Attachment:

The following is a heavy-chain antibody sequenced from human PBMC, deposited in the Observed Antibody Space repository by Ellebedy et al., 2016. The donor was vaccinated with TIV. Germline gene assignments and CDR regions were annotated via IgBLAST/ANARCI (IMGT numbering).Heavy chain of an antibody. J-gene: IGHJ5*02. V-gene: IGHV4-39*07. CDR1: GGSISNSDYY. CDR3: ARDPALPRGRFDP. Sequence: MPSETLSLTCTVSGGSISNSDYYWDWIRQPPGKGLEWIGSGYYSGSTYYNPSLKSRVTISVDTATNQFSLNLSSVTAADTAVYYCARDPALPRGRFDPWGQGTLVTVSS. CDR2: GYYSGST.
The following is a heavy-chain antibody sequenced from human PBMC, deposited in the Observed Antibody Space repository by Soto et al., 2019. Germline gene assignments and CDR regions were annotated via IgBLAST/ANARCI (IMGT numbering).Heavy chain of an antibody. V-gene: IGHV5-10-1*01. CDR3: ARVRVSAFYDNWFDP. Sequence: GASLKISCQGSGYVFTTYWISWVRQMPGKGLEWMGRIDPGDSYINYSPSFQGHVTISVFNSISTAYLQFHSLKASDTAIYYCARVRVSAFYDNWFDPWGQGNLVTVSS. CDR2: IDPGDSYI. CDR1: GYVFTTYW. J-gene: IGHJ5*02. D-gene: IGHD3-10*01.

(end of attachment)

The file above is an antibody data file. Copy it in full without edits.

The following is a heavy-chain antibody sequenced from human PBMC, deposited in the Observed Antibody Space repository by Ellebedy et al., 2016. The donor was vaccinated with TIV. Germline gene assignments and CDR regions were annotated via IgBLAST/ANARCI (IMGT numbering).Heavy chain of an antibody. J-gene: IGHJ5*02. V-gene: IGHV4-39*07. CDR1: GGSISNSDYY. CDR3: ARDPALPRGRFDP. Sequence: MPSETLSLTCTVSGGSISNSDYYWDWIRQPPGKGLEWIGSGYYSGSTYYNPSLKSRVTISVDTATNQFSLNLSSVTAADTAVYYCARDPALPRGRFDPWGQGTLVTVSS. CDR2: GYYSGST.
The following is a heavy-chain antibody sequenced from human PBMC, deposited in the Observed Antibody Space repository by Soto et al., 2019. Germline gene assignments and CDR regions were annotated via IgBLAST/ANARCI (IMGT numbering).Heavy chain of an antibody. V-gene: IGHV5-10-1*01. CDR3: ARVRVSAFYDNWFDP. Sequence: GASLKISCQGSGYVFTTYWISWVRQMPGKGLEWMGRIDPGDSYINYSPSFQGHVTISVFNSISTAYLQFHSLKASDTAIYYCARVRVSAFYDNWFDPWGQGNLVTVSS. CDR2: IDPGDSYI. CDR1: GYVFTTYW. J-gene: IGHJ5*02. D-gene: IGHD3-10*01.